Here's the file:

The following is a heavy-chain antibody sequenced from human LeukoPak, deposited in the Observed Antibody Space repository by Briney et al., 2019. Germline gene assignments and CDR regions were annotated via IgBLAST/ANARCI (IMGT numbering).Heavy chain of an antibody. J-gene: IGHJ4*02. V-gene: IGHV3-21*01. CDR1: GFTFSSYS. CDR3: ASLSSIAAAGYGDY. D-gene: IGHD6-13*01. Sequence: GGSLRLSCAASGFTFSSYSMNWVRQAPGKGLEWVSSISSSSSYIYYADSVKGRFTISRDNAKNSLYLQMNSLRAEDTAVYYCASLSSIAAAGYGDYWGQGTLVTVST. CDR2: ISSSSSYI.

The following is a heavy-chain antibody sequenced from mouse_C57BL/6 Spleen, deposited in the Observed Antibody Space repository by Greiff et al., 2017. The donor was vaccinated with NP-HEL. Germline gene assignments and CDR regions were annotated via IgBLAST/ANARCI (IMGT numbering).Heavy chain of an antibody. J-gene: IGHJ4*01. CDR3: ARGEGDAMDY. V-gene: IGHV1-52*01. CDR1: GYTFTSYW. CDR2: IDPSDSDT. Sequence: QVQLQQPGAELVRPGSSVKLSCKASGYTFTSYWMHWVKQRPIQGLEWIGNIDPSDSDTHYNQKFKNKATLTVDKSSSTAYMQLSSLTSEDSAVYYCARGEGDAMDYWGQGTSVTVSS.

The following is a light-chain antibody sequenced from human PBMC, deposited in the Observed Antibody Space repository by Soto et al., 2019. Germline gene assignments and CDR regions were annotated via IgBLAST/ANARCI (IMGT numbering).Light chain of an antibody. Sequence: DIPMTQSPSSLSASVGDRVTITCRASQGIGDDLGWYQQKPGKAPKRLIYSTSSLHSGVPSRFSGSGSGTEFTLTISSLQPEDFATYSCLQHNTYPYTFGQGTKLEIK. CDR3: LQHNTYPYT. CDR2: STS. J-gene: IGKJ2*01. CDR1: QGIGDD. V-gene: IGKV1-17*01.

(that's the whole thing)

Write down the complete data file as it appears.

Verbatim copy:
The following is a heavy-chain antibody sequenced from human LeukoPak, deposited in the Observed Antibody Space repository by Briney et al., 2019. Germline gene assignments and CDR regions were annotated via IgBLAST/ANARCI (IMGT numbering).Heavy chain of an antibody. J-gene: IGHJ4*02. V-gene: IGHV3-21*01. CDR1: GFTFSSYS. CDR3: ASLSSIAAAGYGDY. D-gene: IGHD6-13*01. Sequence: GGSLRLSCAASGFTFSSYSMNWVRQAPGKGLEWVSSISSSSSYIYYADSVKGRFTISRDNAKNSLYLQMNSLRAEDTAVYYCASLSSIAAAGYGDYWGQGTLVTVST. CDR2: ISSSSSYI.

The following is a heavy-chain antibody sequenced from mouse_C57BL/6 Spleen, deposited in the Observed Antibody Space repository by Greiff et al., 2017. The donor was vaccinated with NP-HEL. Germline gene assignments and CDR regions were annotated via IgBLAST/ANARCI (IMGT numbering).Heavy chain of an antibody. J-gene: IGHJ4*01. CDR3: ARGEGDAMDY. V-gene: IGHV1-52*01. CDR1: GYTFTSYW. CDR2: IDPSDSDT. Sequence: QVQLQQPGAELVRPGSSVKLSCKASGYTFTSYWMHWVKQRPIQGLEWIGNIDPSDSDTHYNQKFKNKATLTVDKSSSTAYMQLSSLTSEDSAVYYCARGEGDAMDYWGQGTSVTVSS.

The following is a light-chain antibody sequenced from human PBMC, deposited in the Observed Antibody Space repository by Soto et al., 2019. Germline gene assignments and CDR regions were annotated via IgBLAST/ANARCI (IMGT numbering).Light chain of an antibody. Sequence: DIPMTQSPSSLSASVGDRVTITCRASQGIGDDLGWYQQKPGKAPKRLIYSTSSLHSGVPSRFSGSGSGTEFTLTISSLQPEDFATYSCLQHNTYPYTFGQGTKLEIK. CDR3: LQHNTYPYT. CDR2: STS. J-gene: IGKJ2*01. CDR1: QGIGDD. V-gene: IGKV1-17*01.